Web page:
• "school Year 7 to school Year 11" includes children in secondary school
  • "school Year 12 to those aged 24 years" includes young adults who may be in further or higher education

Those aged 11 to 12 years and those aged 16 to 17 years have been split between different age categories depending on whether their birthday is before or after 1 September.

Confidence interval

A confidence interval gives an indication of the degree of uncertainty of an estimate, showing the precision of a sample estimate. The 95% confidence intervals are calculated so that if we repeated the study many times, 95% of the time the true unknown value would lie between the lower and upper confidence limits. A wider interval indicates more uncertainty in the estimate. Overlapping confidence intervals indicate that there may not be a true difference between two estimates. For more information, see our methodology page on statistical uncertainty.

Credible interval

A credible interval gives an indication of the uncertainty of an estimate from data analysis. The 95% credible intervals are calculated so that there is a 95% probability of the true value lying in the interval. A wider interval indicates more uncertainty in the estimate. Overlapping credible intervals indicate that there may not be a true difference between two estimates. For more information, see our methodology page on statistical uncertainty.

Cycle threshold (Ct) values

The strength of a positive coronavirus (COVID-19) test is determined by how quickly the virus is detected, measured by a cycle threshold (Ct) value. The lower the Ct value, the higher the viral load and stronger the positive test. Positive results with a high Ct value can be seen in the early stages of infection when virus levels are rising, or late in the infection, when the risk of transmission is low.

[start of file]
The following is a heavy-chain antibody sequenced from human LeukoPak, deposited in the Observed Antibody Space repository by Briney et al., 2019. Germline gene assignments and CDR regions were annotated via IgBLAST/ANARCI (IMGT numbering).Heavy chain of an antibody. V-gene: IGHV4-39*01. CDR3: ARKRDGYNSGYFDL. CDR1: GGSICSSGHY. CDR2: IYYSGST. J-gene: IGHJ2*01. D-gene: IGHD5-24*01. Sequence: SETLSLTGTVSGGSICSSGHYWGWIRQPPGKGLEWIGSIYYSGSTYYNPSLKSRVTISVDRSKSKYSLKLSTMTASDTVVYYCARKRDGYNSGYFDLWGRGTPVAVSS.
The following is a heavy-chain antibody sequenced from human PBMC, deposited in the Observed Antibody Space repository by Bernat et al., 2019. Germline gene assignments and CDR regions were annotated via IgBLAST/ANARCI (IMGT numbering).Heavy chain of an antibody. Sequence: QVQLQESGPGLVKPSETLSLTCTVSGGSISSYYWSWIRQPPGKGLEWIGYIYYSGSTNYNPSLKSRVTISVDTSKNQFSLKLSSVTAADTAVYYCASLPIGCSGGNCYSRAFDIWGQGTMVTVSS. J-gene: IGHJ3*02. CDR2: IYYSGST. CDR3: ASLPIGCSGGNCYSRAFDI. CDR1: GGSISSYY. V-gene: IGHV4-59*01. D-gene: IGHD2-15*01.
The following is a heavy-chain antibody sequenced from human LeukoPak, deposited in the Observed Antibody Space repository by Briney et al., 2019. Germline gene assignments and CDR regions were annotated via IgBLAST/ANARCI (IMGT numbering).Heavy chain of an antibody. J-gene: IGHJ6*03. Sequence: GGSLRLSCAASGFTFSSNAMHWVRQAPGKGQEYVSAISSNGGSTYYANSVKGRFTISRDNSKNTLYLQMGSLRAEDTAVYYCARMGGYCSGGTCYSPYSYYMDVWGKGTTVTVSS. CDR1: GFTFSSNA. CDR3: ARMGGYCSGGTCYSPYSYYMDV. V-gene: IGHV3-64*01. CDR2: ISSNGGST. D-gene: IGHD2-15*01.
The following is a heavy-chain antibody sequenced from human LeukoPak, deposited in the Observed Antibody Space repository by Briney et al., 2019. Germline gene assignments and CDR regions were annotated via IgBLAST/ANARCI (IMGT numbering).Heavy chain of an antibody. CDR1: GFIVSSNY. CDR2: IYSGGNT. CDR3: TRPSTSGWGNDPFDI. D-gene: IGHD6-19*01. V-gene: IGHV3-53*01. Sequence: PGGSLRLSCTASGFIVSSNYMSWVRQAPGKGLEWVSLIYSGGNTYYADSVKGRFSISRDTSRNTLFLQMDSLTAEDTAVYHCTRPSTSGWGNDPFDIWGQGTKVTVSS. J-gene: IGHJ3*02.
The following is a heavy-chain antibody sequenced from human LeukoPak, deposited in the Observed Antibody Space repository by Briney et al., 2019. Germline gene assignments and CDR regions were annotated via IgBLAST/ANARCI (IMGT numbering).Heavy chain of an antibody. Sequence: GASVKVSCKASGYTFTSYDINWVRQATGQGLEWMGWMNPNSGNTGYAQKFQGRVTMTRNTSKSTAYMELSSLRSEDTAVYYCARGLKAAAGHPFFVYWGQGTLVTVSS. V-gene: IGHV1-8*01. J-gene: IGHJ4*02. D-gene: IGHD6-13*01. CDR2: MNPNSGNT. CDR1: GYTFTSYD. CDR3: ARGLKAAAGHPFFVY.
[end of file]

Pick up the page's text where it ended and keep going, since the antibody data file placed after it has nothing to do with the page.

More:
False-positives and false-negatives

A false-positive result occurs when the tests suggest a person has COVID-19 when in fact they do not. By contrast, a false-negative result occurs when the tests suggest a person does not have COVID-19 when in fact they do. For more information on false-positives and false-negatives, see Section 11: Strengths and limitations.

Incidence rate

The incidence rate is a measure of the estimated number of new polymerase chain reaction (PCR)-positive cases per day per 10,000 people at a given point in time. It is different to positivity, which is an estimate of all current PCR positive cases at a point in time, regardless of whether the infection is new or existing.

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10. Measuring the data

Weighted estimates

In earlier publications we published weighted estimates for non-overlapping 14-day periods. These were additional to our modelled estimates, which are updated more regularly as test results are received and provide the best measure of trends. The weighted estimates were last updated in our publication on 13 May 2022. For more information on our methods and quality surrounding the estimates please see our Coronavirus (COVID-19) Infection Survey methods article and our Quality and Methodology Information (QMI) report.

Reference dates

We aim to provide the estimates of positivity rate (the percentage of those who test positive) and incidence that are most timely and most representative of each week. We decide the most recent week we can report on based on the availability of test results for visits that have already happened, accounting for the fact that swabs have to be couriered to the labs, tested and results returned. On most occasions, the reference dates align perfectly, but sometimes this is not feasible. This week, the reference week is 7 to 13 July 2022 for England and Wales, and 8 to 14 July 2022 for Northern Ireland and Scotland.